I specifically asked that this column be posted on a Saturday, because if you are surfing the Net and checking out Patch on a Saturday, you may have some time to kill. This column is about killing time.
When I’m working late at night—or even in the middle of the afternoon—and feel headed into a foul mood, I’ll take a break and play one of these YouTube videos that put a smile on my face.
“Put on a Happy Face” is from Bye Bye Birdie but isn’t one of my favorites. (I just wanted to use that title in my sub-headline.)
I also used Jerome Kern’s Pick Yourself Up in the sub-headline. Pick Yourself Up was from a 1936 Fred Astaire and Ginger Rogers movie, Swing Time.
Kern’s “The Way You look Tonight” is from the same movie and won the Academy Award for best song in 1936.
When I had a very stressful enforcement and regulator job outside of Washington, DC, I would often work late writing reports and doing research. To put me in a better frame of mind after all the other offices and cubicles became empty I’d put on Beegie Adair’s jazz trio’s Jerome Kern CD and all the tension of the day would vanish. Pick Yourself Up was the second cut on the CD.
Seventy years after the movie Swing Time, there is a YouTube video of Diana Krall during a rehearsal doing Pick Yourself Up. I now have that one bookmarked.
The first YouTube video I ever bookmarked is not an obscure one. I think it has had over 26 million hits last I looked. It is a flash mob of professional dancers staged by Belgium national television at the Antwerp train station and involves train announcements suddenly stopping and Julie Andrews singing Do Re Mi from The Sound of Music. When someone first sent this to me there were times I would watch three or four times in a row. Half the fun was looking at the reactions from the morning commuters.
I have one other flash mob video bookmarked that I just watch around Christmas. It is one of the more popular videos with 37 milion views of a flash mob choir doing the Hallelujah Chorus at a shopping center food court.
If you shop at the Schnucks’s Boars Head Deli, you'll know one of the ham products is called Black Forest. In 1965, German musical arranger Horst Jankowski had an instrumental hit in the U.S. called Walk in the Black Forest.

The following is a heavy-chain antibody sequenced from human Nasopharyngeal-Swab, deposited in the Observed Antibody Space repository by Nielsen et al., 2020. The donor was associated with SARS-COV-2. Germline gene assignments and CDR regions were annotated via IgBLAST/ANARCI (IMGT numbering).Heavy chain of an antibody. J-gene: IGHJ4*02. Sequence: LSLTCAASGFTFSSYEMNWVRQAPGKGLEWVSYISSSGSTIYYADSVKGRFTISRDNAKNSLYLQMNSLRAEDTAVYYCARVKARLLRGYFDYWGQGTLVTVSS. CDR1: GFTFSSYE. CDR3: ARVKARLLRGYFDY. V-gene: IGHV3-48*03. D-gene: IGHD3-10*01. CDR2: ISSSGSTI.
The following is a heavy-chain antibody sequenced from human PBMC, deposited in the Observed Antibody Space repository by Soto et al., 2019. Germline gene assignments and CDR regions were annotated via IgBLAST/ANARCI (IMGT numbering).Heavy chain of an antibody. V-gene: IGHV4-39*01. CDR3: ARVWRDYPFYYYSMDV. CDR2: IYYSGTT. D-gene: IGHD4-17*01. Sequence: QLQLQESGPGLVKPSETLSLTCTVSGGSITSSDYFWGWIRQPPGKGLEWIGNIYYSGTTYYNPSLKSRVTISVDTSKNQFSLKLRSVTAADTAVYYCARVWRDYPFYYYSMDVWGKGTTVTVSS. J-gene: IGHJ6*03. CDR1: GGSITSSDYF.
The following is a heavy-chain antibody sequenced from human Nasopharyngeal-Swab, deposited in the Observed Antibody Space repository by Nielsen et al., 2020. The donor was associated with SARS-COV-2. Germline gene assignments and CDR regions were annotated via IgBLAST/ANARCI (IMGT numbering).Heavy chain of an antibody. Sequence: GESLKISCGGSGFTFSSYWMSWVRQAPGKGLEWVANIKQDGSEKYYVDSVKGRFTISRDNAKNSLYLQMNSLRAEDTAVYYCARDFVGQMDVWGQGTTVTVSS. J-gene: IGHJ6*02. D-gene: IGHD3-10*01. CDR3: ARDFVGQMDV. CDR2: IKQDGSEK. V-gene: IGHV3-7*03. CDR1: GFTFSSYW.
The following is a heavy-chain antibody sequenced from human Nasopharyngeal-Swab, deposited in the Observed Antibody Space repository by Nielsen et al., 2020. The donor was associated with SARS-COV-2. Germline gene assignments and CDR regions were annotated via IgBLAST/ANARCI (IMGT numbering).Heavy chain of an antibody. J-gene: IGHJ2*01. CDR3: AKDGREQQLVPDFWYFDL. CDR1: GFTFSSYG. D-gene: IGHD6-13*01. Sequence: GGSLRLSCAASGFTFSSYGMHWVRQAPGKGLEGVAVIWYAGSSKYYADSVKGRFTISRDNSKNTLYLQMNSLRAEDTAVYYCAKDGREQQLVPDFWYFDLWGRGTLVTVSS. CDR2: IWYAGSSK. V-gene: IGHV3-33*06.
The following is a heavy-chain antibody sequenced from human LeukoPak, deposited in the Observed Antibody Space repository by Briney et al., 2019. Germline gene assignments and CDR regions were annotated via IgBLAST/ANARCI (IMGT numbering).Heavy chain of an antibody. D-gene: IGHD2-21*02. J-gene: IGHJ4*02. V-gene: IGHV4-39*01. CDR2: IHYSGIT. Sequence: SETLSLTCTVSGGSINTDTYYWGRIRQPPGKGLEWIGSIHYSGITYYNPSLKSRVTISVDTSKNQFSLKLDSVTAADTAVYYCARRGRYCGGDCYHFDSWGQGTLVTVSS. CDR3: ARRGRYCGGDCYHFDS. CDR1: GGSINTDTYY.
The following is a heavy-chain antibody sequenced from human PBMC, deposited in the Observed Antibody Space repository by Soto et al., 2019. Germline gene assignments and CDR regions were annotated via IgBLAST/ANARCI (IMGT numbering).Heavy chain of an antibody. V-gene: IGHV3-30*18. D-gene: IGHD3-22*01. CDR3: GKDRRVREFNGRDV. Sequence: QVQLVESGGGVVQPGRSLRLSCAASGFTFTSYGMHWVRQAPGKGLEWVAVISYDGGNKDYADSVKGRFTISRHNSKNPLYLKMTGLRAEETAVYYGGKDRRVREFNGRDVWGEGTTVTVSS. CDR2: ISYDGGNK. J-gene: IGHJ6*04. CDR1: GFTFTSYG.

So I go to a Schnucks store and when they ask me at the deli what I want, I’ll say, “I’d like to take a walk in the Black Forest,” making a reference to the Jankowski record. No one has ever indicated they know what I'm referring to.
Too bad. It was a fun song and could take your mind off Vietnam or Cardinals going from World Series champs to the second division in one year. A couple of years later, Herb Alpert and the Tijuana Brass covered the song.
I happened to find a vocal recording of Walk in the Black Forest by a German choral group. My last name is German, but I am really more aligned with my mother’s side of the family which is Scottish and Welsh. I have no idea what the words are to the song, but I found it fun to listen to it on a You Tube video by the Fischerchoir. I have been known to listen to this four or five times consecutively.
Then I found a YouTube version in English by jazz singer Salena Jones. Jones was born Joan Elizabeth Shaw, but took the stage name Salena as a tribute to singers Sarah Vaughn and Lena Horne. She had a number of albums in the '60s and '70s but was maybe better known in Europe than in the United States. This version is unique.
I happened to stumble across a YouTube video of a German Mountain Band performing a tribute to Herb Alpert. This band had everything, English horns, bass horns, saxophones, clarinets plus trumpet and trombone sections. I have to say that their version is probably better than Alpert’s originals. However, I found other YouTube videos of the same band and wasn't impressed with their musical selections. But all the band’s members are clearly having a great time with Herb Alpert.
Finally, a friend of mine in Ireland sent me a video of a comedy sketch I think is from a German television program. The fact I don’t understand what they are saying does not take away from the comedy one bit with an iPad. Anytime someone gets on me about my computer skills, I forward this YouTube link to them. Maybe you’d like to use it too.
So I hope I helped you kill some time at your computer—and put a smile on your face. Let a smile be your umbrella.